Actual date: March 30

Picture from lissanonline.com

The Mursi. Picture from lissanonline.com

Once upon a time, the Mursi used to stretch their lip and ear piercings to the size of small saucers. They used to paint their bodies with clay and use scarification as a means of beautification. These practices were an important part of their traditions and culture.

Today, the Mursi still stretch their lip and ear piercings to the size of small saucers. They still paint their bodies with clay and use scarification as a means of beautification. Yet they do so because they know that these practices attract tourists, photography, and money. Much of the cultural significance has been lost.

In the Omo valley of southern Ethiopia, my friend and I went to visit the Mursi. The second we got out of the car that took us to the village, we were swamped by people saying “Camera!” and “Money!” and shoving the clay lip plates in our faces for us to buy. We ignored all this and asked our local guide to translate some questions for us. We wanted to learn about the culture first, and take pictures at the end. Unfortunately, our guide was rude to the people and refused to translate much of what we said. When we did strike up long conversations, people demanded money for talking to them. No one would show us their houses or tell us about their traditions without a price. Taking pictures was the most expensive. I felt like I was in a zoo.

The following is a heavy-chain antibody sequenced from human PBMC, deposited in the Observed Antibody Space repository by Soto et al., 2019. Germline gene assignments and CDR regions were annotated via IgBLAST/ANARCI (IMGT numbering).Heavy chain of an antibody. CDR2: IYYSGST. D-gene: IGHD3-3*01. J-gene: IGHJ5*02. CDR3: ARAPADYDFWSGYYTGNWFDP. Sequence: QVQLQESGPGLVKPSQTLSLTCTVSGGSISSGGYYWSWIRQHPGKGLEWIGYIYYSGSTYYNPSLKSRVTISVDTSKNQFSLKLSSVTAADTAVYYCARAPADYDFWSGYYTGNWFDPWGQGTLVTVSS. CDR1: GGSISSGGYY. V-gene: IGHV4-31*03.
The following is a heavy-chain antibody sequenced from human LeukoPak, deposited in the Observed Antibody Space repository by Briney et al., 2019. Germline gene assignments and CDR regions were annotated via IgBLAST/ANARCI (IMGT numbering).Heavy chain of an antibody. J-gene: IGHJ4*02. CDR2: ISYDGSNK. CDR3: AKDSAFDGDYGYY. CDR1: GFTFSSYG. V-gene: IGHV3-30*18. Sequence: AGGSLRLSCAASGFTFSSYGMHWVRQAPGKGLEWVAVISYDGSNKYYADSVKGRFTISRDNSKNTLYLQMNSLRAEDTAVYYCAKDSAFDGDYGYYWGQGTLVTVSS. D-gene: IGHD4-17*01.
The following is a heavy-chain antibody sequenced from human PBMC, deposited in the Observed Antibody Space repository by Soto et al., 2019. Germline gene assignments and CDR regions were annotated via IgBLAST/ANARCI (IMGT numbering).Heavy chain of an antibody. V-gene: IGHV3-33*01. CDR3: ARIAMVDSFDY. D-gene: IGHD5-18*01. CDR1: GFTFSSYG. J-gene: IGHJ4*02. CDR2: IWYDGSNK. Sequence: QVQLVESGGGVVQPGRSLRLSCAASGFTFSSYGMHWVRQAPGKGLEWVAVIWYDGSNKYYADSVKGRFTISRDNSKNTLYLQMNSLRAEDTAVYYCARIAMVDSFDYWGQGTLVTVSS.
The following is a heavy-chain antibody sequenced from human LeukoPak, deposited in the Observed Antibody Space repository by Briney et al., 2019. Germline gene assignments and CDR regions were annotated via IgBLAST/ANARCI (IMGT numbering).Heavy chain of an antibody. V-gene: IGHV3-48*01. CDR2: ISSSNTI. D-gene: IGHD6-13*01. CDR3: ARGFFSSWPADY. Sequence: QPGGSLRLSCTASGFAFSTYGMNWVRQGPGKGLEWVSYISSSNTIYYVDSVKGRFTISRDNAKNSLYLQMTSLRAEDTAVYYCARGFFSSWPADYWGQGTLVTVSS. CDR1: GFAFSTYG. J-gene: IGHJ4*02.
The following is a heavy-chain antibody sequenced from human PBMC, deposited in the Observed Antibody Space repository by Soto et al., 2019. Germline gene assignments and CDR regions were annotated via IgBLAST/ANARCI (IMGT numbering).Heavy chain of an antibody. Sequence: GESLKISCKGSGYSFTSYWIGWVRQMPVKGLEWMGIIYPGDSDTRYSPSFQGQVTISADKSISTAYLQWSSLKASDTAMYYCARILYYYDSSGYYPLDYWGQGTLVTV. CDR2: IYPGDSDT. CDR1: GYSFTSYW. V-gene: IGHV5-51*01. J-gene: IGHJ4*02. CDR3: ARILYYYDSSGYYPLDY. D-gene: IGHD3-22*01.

It greatly saddens and angers me that demanding money from foreigners has become so ingrained in the Mursi culture that it has destroyed its original beauty. Foreign aid has created an expectation for hand-outs. The Mursi I visited seemed to bask in the fact that tourists treat them as zoo animals because they can demand money. They don’t seem to care anymore about their reasons behind their traditions, as long as they can suck money out of all people with light skin and embrace the Western value that money means everything. I’m sure that the really isolated tribes have escaped this, but I wouldn’t underestimate the reach of globalization. I left the Mursi village with strong negative feelings towards tourism and aid in general.

I also left without paying to take any pictures.

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